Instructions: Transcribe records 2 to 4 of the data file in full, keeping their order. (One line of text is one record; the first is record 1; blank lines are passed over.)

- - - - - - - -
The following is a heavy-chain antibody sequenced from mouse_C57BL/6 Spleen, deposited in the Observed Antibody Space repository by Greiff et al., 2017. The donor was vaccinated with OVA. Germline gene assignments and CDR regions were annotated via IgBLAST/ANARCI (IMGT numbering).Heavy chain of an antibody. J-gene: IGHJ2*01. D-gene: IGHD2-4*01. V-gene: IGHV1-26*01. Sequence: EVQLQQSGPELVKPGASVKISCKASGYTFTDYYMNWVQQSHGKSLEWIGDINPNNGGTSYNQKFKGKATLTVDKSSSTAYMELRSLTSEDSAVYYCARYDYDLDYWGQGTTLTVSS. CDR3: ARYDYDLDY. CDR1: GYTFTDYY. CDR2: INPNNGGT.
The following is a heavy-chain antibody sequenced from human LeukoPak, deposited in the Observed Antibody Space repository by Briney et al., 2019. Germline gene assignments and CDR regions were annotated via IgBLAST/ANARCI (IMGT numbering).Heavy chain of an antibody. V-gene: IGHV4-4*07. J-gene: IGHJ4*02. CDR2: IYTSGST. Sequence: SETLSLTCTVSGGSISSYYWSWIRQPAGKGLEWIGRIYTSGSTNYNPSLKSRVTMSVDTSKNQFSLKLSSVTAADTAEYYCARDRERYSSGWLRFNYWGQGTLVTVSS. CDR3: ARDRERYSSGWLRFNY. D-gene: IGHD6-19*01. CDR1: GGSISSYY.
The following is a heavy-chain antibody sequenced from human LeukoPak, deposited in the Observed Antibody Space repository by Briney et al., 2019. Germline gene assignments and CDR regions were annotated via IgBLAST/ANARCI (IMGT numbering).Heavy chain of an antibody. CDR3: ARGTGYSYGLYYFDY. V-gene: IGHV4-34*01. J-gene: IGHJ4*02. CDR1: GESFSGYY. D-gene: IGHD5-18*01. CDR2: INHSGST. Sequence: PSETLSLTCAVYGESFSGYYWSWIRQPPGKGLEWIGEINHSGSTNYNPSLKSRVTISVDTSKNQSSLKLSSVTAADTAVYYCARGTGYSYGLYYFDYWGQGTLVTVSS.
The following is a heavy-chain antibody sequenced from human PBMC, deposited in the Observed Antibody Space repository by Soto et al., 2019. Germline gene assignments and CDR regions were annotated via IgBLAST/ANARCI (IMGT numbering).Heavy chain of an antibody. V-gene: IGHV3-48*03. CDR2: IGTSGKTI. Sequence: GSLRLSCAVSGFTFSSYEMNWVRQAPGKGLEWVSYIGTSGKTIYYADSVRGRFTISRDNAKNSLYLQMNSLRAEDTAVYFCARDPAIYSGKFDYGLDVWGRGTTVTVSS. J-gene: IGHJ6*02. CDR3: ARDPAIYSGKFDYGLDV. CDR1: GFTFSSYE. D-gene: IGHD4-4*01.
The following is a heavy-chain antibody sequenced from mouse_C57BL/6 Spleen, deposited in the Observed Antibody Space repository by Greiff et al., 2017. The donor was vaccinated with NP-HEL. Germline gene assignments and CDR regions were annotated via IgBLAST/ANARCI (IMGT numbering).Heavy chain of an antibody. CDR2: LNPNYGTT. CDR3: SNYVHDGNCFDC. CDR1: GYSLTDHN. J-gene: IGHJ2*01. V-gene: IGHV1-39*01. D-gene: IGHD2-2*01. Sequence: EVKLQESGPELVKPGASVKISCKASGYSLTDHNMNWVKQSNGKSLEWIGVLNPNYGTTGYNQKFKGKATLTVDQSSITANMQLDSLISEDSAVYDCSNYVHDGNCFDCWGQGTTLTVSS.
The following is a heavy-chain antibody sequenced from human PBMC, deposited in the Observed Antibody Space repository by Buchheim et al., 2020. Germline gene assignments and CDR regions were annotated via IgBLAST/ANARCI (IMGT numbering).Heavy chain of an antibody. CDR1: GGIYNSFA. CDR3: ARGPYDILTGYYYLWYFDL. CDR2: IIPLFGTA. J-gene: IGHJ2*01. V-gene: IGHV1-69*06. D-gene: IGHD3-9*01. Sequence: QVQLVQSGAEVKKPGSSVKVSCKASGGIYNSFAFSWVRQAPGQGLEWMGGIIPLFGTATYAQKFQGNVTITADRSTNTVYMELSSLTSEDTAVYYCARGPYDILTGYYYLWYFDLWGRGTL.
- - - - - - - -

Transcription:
The following is a heavy-chain antibody sequenced from human LeukoPak, deposited in the Observed Antibody Space repository by Briney et al., 2019. Germline gene assignments and CDR regions were annotated via IgBLAST/ANARCI (IMGT numbering).Heavy chain of an antibody. V-gene: IGHV4-4*07. J-gene: IGHJ4*02. CDR2: IYTSGST. Sequence: SETLSLTCTVSGGSISSYYWSWIRQPAGKGLEWIGRIYTSGSTNYNPSLKSRVTMSVDTSKNQFSLKLSSVTAADTAEYYCARDRERYSSGWLRFNYWGQGTLVTVSS. CDR3: ARDRERYSSGWLRFNY. D-gene: IGHD6-19*01. CDR1: GGSISSYY.
The following is a heavy-chain antibody sequenced from human LeukoPak, deposited in the Observed Antibody Space repository by Briney et al., 2019. Germline gene assignments and CDR regions were annotated via IgBLAST/ANARCI (IMGT numbering).Heavy chain of an antibody. CDR3: ARGTGYSYGLYYFDY. V-gene: IGHV4-34*01. J-gene: IGHJ4*02. CDR1: GESFSGYY. D-gene: IGHD5-18*01. CDR2: INHSGST. Sequence: PSETLSLTCAVYGESFSGYYWSWIRQPPGKGLEWIGEINHSGSTNYNPSLKSRVTISVDTSKNQSSLKLSSVTAADTAVYYCARGTGYSYGLYYFDYWGQGTLVTVSS.
The following is a heavy-chain antibody sequenced from human PBMC, deposited in the Observed Antibody Space repository by Soto et al., 2019. Germline gene assignments and CDR regions were annotated via IgBLAST/ANARCI (IMGT numbering).Heavy chain of an antibody. V-gene: IGHV3-48*03. CDR2: IGTSGKTI. Sequence: GSLRLSCAVSGFTFSSYEMNWVRQAPGKGLEWVSYIGTSGKTIYYADSVRGRFTISRDNAKNSLYLQMNSLRAEDTAVYFCARDPAIYSGKFDYGLDVWGRGTTVTVSS. J-gene: IGHJ6*02. CDR3: ARDPAIYSGKFDYGLDV. CDR1: GFTFSSYE. D-gene: IGHD4-4*01.